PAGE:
Anyone who has cruised the Web knows
itís hard to find anything of real
When you really need to get answers to
questions, the Web can be infuriating. The
search engines come up with a lot of junk,
and it can take an hour to get what you
Whatís worse is when you finally find
what looks like the answer to your tenant
question, but then you realize it
doesnít even apply to your state.
David Dorfman knows how hard it is to
find information on the Web. Heís been
Web surfing for landlord/tenant
information for the past 2 1/2 years to
build his own Web site,
Dorfman, a New Jersey landlord and
former tenant, started his site when he
got tired of going down to his town hall
every year to fill out forms to rent his
"It was really for my own
convenience," says Dorfman. "I
was also curious about the different laws
that were out there."
Dorfman also happens to be a document
management consultant for the DMR
Consulting Group, a computer consulting
firm in New York, NY. So it was easy
enough for him to put all the information
on a Web site.
Soon other landlords and tenants
started asking him to post more
information on his site. Before long, the
focus of the site began to grow to a
A new look
Last month, Dorfman announced a newly
revamped Rentlaw.com Web site. Rentlaw.com
is not the first Web site that has
attempted to gather information on
landlord/tenant laws in the 50 states.
Until now, the New Hampshire Property
Ownerís Association (www.tiac.net/users/nhpoa/index.htm)
has been the most comprehensive site for
state-by-state legal research. And
Nolo.com has also been an excellent
resource for state-level landlord/tenant
But Dorfman has found that no single
Web site has all the information you need,
and heís trying to fill in those gaps.
"The information isnít always in
one place," says Dorfman. "When
the information is not readily available,
I contact the state or local agencies for
assistance. They can often point me to
other places where the information can be
found. My goal is to gather all the
information to make a portal for each
Dorfman doesnít want to stop at the
state level either. Heís encouraging all
city and county governments to
"All they have to do is send us
the information," says Dorfman.
When they receive pamphlets from local
governments, Dorfman and his team of
volunteers type the information into the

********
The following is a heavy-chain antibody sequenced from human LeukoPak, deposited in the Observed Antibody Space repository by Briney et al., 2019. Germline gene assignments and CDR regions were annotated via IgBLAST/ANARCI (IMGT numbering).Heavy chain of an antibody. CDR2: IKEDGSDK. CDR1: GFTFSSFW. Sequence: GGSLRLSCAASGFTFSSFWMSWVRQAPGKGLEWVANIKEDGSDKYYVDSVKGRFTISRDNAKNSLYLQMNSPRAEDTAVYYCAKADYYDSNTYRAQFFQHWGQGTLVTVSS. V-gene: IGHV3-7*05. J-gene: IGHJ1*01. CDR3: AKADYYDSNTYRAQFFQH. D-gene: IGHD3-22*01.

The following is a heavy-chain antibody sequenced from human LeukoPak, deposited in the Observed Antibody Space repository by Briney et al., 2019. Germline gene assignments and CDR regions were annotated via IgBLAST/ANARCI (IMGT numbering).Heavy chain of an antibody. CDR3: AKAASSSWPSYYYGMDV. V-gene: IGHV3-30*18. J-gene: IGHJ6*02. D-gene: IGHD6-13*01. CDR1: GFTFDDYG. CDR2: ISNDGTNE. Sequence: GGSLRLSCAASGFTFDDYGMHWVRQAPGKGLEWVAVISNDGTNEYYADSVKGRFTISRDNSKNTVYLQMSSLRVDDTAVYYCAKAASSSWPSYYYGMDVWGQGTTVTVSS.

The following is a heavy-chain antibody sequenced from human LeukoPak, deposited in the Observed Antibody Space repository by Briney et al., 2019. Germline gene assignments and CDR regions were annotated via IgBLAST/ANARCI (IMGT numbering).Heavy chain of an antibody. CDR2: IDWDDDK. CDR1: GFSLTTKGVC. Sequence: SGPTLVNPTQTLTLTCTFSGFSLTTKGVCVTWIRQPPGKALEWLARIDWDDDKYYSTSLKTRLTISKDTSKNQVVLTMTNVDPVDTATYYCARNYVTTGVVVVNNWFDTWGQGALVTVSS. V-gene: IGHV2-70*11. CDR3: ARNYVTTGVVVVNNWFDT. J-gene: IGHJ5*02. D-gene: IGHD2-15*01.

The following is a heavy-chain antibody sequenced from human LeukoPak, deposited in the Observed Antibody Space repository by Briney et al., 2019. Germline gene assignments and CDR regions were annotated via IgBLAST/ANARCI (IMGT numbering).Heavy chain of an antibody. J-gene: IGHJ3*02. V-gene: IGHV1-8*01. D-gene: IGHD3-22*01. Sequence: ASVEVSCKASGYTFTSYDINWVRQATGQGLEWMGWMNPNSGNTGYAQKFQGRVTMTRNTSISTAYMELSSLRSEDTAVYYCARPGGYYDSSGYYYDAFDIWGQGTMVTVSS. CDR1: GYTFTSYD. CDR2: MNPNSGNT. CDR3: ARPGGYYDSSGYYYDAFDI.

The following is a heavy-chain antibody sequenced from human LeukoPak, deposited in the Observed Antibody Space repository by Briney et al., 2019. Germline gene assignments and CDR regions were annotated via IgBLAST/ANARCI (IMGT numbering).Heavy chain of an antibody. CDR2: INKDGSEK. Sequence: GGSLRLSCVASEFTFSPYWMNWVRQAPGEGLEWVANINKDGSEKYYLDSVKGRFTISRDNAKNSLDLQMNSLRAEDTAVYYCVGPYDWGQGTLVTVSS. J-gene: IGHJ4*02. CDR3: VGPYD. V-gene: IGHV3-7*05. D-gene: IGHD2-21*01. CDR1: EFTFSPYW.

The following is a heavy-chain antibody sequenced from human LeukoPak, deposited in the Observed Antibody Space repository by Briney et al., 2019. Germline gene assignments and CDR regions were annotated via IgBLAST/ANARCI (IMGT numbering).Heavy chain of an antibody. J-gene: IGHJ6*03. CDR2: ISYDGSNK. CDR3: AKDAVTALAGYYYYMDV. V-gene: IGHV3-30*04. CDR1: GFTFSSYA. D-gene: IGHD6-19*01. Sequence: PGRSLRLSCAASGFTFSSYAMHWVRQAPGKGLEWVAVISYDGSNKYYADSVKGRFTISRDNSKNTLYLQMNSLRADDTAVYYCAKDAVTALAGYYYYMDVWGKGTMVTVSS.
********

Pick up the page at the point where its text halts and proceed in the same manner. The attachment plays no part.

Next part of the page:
computer to post on the Rentlaw.com site.
"In the long run, our goal is to
let you come to the Web site, enter your
city and state or zip code, and then have
the site retrieve the correct information,
whether itís a form or local
Many tenant problems arenít easily
resolved simply by looking up a state law
or local ordinance. Many of us need legal
advice to resolve our problems.
"Wherever possible we try to refer
people to a local Legal Aid Society or the
state consumer affairs office," says
Dorfman. "We arenít replacing
talking to a lawyer, we just try to point
people in the right direction because they
donít know where to turn."
Heís also working with several
landlord/tenant lawyers who help answer
some of the tougher questions readers post
on the siteís message board.
"We try to encourage lawyers to
participate in the landlord/tenant message
Tenants and landlords can post
questions or answers on this message
board. Dorfman tries to make sure the hard
questions get answered.
"If I see a question from someone
who really needs help, Iíll call a
lawyer or the Attorney Generalís office
to help them," says Dorfman.
And since many questions are quite
common, Dorfman is working on providing
general answers to frequently asked
questions for each state.
Many fledgling Internet companies
struggle with how to make money. Some
Websites make visitors pay to access
Dorfman is trying to find another model
that doesnít involve membership fees.
"Thereís a town in New Jersey
that charges you for photocopies of its
ordinances," says Dorfman. "Why
should I have to pay to see an ordinance?
It should be free."
That does Dorfman ask in return for all
this free information?
"We try to encourage people to
help each other out," says Dorfman.
"If we help you, all we ask is that
you in turn should help someone else out
who needs a hand."
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